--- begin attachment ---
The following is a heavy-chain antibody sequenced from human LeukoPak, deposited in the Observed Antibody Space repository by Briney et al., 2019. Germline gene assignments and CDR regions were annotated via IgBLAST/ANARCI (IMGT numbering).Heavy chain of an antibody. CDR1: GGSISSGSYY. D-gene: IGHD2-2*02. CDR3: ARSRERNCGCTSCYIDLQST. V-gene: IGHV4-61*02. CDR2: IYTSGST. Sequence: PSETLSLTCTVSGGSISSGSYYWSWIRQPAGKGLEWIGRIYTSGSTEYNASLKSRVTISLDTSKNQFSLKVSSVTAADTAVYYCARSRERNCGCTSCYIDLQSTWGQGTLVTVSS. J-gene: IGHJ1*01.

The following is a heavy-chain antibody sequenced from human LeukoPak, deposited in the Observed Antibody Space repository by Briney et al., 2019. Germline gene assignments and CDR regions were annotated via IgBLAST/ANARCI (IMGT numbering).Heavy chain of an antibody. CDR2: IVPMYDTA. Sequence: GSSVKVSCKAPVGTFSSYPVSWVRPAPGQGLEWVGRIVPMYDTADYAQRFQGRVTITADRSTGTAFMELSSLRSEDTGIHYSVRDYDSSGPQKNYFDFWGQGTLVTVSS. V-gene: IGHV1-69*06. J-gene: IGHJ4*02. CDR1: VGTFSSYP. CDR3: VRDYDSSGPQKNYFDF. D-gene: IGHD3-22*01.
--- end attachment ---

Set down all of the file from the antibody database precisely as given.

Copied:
The following is a heavy-chain antibody sequenced from human LeukoPak, deposited in the Observed Antibody Space repository by Briney et al., 2019. Germline gene assignments and CDR regions were annotated via IgBLAST/ANARCI (IMGT numbering).Heavy chain of an antibody. CDR1: GGSISSGSYY. D-gene: IGHD2-2*02. CDR3: ARSRERNCGCTSCYIDLQST. V-gene: IGHV4-61*02. CDR2: IYTSGST. Sequence: PSETLSLTCTVSGGSISSGSYYWSWIRQPAGKGLEWIGRIYTSGSTEYNASLKSRVTISLDTSKNQFSLKVSSVTAADTAVYYCARSRERNCGCTSCYIDLQSTWGQGTLVTVSS. J-gene: IGHJ1*01.

The following is a heavy-chain antibody sequenced from human LeukoPak, deposited in the Observed Antibody Space repository by Briney et al., 2019. Germline gene assignments and CDR regions were annotated via IgBLAST/ANARCI (IMGT numbering).Heavy chain of an antibody. CDR2: IVPMYDTA. Sequence: GSSVKVSCKAPVGTFSSYPVSWVRPAPGQGLEWVGRIVPMYDTADYAQRFQGRVTITADRSTGTAFMELSSLRSEDTGIHYSVRDYDSSGPQKNYFDFWGQGTLVTVSS. V-gene: IGHV1-69*06. J-gene: IGHJ4*02. CDR1: VGTFSSYP. CDR3: VRDYDSSGPQKNYFDF. D-gene: IGHD3-22*01.